For many beer enthusiasts, the area known last century as Czechoslovakia was the holy grail of distinctive beers. It was founded on lager-type beers such as Pilsner Urquell, launched in1842 and generally agreed as the original Pilsner.
It is no surprise, therefore, that there is dynamic craft beer production going on in Germany, in Bavaria close to the Czech Republic. The AND UNION brewing company is one of them.
It was set up in Munich in 2007 by three independent entrepreneurs, Rui and Manuel Esteves and Bradley Armitage with creative designer, Samantha Yule and UK-based director Byron Redman making up the whole team. They create the brew concepts and brand design, and produce their beers in collaboration with other long-established breweries.
The most recent is 90-years-old and the oldest they say has nearly 500 years of brewing history, supporting their claim to “make beer in the old-fashioned way with only barley, yeast, hops and water”.
AND UNION makes what they call ‘Modernist Bavarian Craft Beer’. They define ‘modernist’ as ‘purity, rationality, simplicity and the honest expression of the nature of materials and their quality’. Hmmm! You are possibly none the wiser but as a craft enterprise they are coming up with new beers all the time.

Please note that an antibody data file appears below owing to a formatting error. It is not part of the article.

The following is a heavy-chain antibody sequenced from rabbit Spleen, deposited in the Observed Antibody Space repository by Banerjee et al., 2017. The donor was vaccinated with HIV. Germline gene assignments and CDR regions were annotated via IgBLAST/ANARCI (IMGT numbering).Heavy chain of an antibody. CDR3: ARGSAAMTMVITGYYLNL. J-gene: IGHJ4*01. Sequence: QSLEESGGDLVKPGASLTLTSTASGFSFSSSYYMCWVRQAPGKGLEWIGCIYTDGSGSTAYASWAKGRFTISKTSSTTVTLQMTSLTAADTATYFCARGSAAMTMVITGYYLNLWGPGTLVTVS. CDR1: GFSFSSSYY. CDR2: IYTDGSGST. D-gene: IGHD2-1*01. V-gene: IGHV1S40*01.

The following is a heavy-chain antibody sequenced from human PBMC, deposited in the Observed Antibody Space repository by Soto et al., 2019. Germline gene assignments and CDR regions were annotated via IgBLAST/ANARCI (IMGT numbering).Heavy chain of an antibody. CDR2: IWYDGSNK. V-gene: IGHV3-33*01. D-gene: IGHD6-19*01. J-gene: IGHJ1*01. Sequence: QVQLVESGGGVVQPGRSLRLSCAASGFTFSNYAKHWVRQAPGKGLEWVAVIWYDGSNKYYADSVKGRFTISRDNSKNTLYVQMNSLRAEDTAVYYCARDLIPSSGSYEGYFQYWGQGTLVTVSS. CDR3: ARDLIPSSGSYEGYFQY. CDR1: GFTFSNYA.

Like the name of the brewery, the branding of their beers is creatively quirky, packaged in visually striking, lightweight, 330ml plain-coloured aluminium cans.
I found a range of four in my local Waitrose, each with a distinctive flavour and character.
Their own designed and decorated glass (available online) is subtly waisted and fits perfectly into the hand – strangely relaxing even before the first sip of the beer.
Best of the bunch for my taste is FRIDAY IPA. In a striking artisanal tomato-red can, it is billed as Unfiltered India Pale Ale and, at 6.5 per cent abv, it is a terrific end-of-the-week drink. Dark mahogany colour, malty consistency and plenty of bubbles as you would expect from a German beer. At £2.29 a can it is a bit more than regular British ales can be bought for these days, but at this strength and with its robust malty flavour, it is still a bargain versus the pub.
SUNDAY P/ALE is billed as “balanced and gently spiced, easy-like-Sunday-morning pale ale”. That is what it says on the can and that is what it is in the can. At 5.5 per cent, it has body and a robust Bavarian characteristic golden ale colour. On the shelf in a bright orange can at £2.19 each.
Then there is the UNFILTERED LAGER in a trendy light grey can, perhaps more like we British think of as a German Pilsner. It is billed as “old school lager (read ‘traditional’), unfiltered and bursting with flavour”. I agree with that. At five per cent, the shelf price is £2.19 per 330 ml can.
For the connoisseurs, it is a ‘Helles’ lager type, meaning light and blond and a traditional Munich beer invented by monks in Roman times. Being unfiltered it may have a slight haze, but that is how real lagers should be and it is where the flavour is.
NEU BLACK LAGER is something really different. Dark, unfiltered, at five per cent, it looks a bit like a stout and drinks like a German Alt beer and is surprisingly refreshing even in our hot summer. In a shiny black 330ml can, it is £2.19 on the shelf.